The Dow Jones industrial average crossed the 32,000 mark for the first time to hit a record high after the Senate cleared a stimulus bill to boost the economy’s recovery from the coronavirus crisis.
The blue-chip index climbed more than 2 percent, or 651.74 points, on Monday to an intraday record of 32,148.04 following the Senate’s Saturday passage of President Biden’s $1.9 trillion spending plan.
The S&P 500 also jumped as much as 1 percent as the House prepared to vote on the COVID-19 relief bill this week. Materials, industrials, utilities and financials led the benchmark index, which traded below the all-time record it hit last month.
“Now you have a scenario in which the market is broadening,” Quincy Krosby, chief market strategist at Prudential Financial, told The Post. “Every positive data release on the vaccine campaign, for example, becoming more successful, this $1.9 trillion [bill] — all of this underpins that the economy is normalizing.”
But the tech-heavy Nasdaq slid as much as about 1.6 percent in a choppy session as the prospects for an economic reopening and rising bond yields put pressure on Silicon Valley stocks.
All of the so-called FAANG tech names — Facebook, Amazon, Apple, Netflix and Google parent Alphabet — were trading in the red Monday afternoon, as were companies that have benefitted from COVID-19 lockdowns, such as Zoom and Peloton.
“This market still seems to be in the ‘disbelief’ phase that is characteristic of early on in a corrective pattern and I would expect further downside for technology and related names to unwind the euphoric sentiment in recent months,” said David Keller, chief market strategist at Stockcharts.com.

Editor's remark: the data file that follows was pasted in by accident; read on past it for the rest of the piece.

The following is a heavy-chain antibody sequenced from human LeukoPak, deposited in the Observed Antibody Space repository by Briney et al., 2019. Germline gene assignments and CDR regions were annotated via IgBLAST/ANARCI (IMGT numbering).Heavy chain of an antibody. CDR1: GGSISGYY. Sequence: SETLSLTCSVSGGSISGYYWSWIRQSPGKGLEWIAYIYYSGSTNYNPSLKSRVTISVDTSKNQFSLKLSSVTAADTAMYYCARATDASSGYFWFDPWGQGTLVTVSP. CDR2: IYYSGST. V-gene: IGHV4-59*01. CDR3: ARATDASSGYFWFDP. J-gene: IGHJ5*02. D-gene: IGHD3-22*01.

The rally in other sectors suggested that Wall Street’s fears about rising yields for US government bonds were starting to wane even with the feds set to inject another load of money into the economy.
Yields for Treasury bonds, which move inversely to price, have climbed in recent weeks amid concerns about the coronavirus stimulus spending boosting inflation. Treasury Secretary Janet Yellen shrugged off those fears Monday, saying she did not think the latest package would drive up consumer prices.
“This is a bill that will really provide Americans the relief they need to get to the other side of this pandemic,” Yellen said in an MSNBC interview.
Billionaire hedge-fund titan David Tepper also appeared to soothe Wall Street’s nerves by saying he thought the recent surge in bond yields would soon stabilize, making it “very difficult to be bearish” on stocks.
Jim Paulsen, chief investment strategist at the Leuthold Group, agreed that bond yields will likely take a breather in the near term, though they could climb further later this year.
“Higher yields might start to have people rethinking how much they have in bonds or not,” Paulsen told The Post. “… Some may go, ‘Man, this is the highest yields I’ve seen in months.’ It might attract some buyers.”
With Post wires